Keep text fields as small as you can, since the database will reserve that memory size. If possible, instead of using the Memo type, use a text box (255 characters is the limit). The reason is that Memo fields cannot be printed off in a report. You can also put default data into a field, and either lock it or don’t. My feeling is that if the field is locked, it means that it can never hold any other data. If that’s true, why put it in at all? I had this problem with a database that the state was having one of my clients fill in monthly. The only zip codes you could enter were those in its list; if the zip code wasn’t on the list you could enter “00000” during a patient intake – but on discharge you had to choose a zip on the list. This was a problem because I live and work near the Rhode Island border, and about 2% of my client’s patients were from RI.

But if the vast majority of the time the information is the same, then set it as a default, to be changed when necessary. For instance, if I am developing a mailing list for a local not-for-profit, I know that 90% of the time the state in the address will be Connecticut. So I type that into the state field, and then the data entry person doesn’t have to type anything in that field unless it is NOT Connecticut. This can save a lot of time.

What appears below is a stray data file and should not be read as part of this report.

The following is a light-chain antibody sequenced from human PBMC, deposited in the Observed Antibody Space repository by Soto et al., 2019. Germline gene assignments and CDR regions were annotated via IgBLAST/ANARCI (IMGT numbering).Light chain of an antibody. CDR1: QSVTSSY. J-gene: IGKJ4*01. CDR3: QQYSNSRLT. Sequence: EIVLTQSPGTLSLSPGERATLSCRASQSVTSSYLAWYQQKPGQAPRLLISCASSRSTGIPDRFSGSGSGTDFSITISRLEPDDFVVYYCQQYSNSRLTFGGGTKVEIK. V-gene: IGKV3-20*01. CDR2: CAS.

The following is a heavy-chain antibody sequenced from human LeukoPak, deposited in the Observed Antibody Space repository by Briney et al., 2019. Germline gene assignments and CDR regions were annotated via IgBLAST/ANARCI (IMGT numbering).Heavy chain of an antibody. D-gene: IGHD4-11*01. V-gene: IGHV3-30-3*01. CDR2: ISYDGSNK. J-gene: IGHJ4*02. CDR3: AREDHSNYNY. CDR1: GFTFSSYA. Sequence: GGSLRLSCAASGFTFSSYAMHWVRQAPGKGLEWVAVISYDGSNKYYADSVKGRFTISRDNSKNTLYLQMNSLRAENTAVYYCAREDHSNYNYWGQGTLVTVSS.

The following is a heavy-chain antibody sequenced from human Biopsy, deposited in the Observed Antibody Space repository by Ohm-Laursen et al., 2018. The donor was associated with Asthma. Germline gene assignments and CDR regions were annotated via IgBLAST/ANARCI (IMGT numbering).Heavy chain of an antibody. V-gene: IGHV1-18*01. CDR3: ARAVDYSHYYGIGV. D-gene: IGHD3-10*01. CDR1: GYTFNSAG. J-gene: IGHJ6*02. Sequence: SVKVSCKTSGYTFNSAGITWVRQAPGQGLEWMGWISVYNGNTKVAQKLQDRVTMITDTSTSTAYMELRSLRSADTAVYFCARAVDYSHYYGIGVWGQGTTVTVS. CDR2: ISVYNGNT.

I am not a big proponent of coding everything with autonumbering ID fields – sometimes one of the fields, or a combination of them, are preferable. I know this is what they teach now, and it’s to let habits coincide with different DBMS setups. But one must be careful of not duplicating autonumbers in different tables. And readouts can become very cryptic as keys take over information. If the key field is short (up to 5 characters of text or a long integer), use it as its contents. If the key could change, as in a name, use an autonumber instead.

Text fields should not be left as the default 50 characters. Access does not save the memory until there is data in a field, but if you have “ABC” in the field it will then save 50 chars. So define the chars as the maximum that might be needed and no more – 15 for names, for instance. You can expand it if needed later. That’s one of the nice features of a relational database.